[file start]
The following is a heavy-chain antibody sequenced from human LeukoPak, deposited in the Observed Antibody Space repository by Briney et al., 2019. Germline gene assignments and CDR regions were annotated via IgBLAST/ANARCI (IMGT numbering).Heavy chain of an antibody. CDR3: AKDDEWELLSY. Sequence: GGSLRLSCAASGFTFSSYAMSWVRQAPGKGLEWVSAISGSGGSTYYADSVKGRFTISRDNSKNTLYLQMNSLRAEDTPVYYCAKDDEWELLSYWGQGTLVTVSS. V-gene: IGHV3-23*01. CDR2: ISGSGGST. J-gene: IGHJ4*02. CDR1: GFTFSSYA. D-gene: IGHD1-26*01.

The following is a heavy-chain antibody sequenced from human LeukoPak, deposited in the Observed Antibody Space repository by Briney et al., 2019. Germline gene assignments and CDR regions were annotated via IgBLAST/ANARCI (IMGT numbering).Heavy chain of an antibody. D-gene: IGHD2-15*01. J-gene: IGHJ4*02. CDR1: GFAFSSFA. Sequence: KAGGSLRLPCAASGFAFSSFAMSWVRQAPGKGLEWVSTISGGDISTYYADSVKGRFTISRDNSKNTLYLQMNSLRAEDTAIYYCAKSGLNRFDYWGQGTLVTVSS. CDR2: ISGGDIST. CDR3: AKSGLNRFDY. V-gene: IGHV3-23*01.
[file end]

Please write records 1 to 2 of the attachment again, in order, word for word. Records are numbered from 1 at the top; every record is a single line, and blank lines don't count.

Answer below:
The following is a heavy-chain antibody sequenced from human LeukoPak, deposited in the Observed Antibody Space repository by Briney et al., 2019. Germline gene assignments and CDR regions were annotated via IgBLAST/ANARCI (IMGT numbering).Heavy chain of an antibody. CDR3: AKDDEWELLSY. Sequence: GGSLRLSCAASGFTFSSYAMSWVRQAPGKGLEWVSAISGSGGSTYYADSVKGRFTISRDNSKNTLYLQMNSLRAEDTPVYYCAKDDEWELLSYWGQGTLVTVSS. V-gene: IGHV3-23*01. CDR2: ISGSGGST. J-gene: IGHJ4*02. CDR1: GFTFSSYA. D-gene: IGHD1-26*01.

The following is a heavy-chain antibody sequenced from human LeukoPak, deposited in the Observed Antibody Space repository by Briney et al., 2019. Germline gene assignments and CDR regions were annotated via IgBLAST/ANARCI (IMGT numbering).Heavy chain of an antibody. D-gene: IGHD2-15*01. J-gene: IGHJ4*02. CDR1: GFAFSSFA. Sequence: KAGGSLRLPCAASGFAFSSFAMSWVRQAPGKGLEWVSTISGGDISTYYADSVKGRFTISRDNSKNTLYLQMNSLRAEDTAIYYCAKSGLNRFDYWGQGTLVTVSS. CDR2: ISGGDIST. CDR3: AKSGLNRFDY. V-gene: IGHV3-23*01.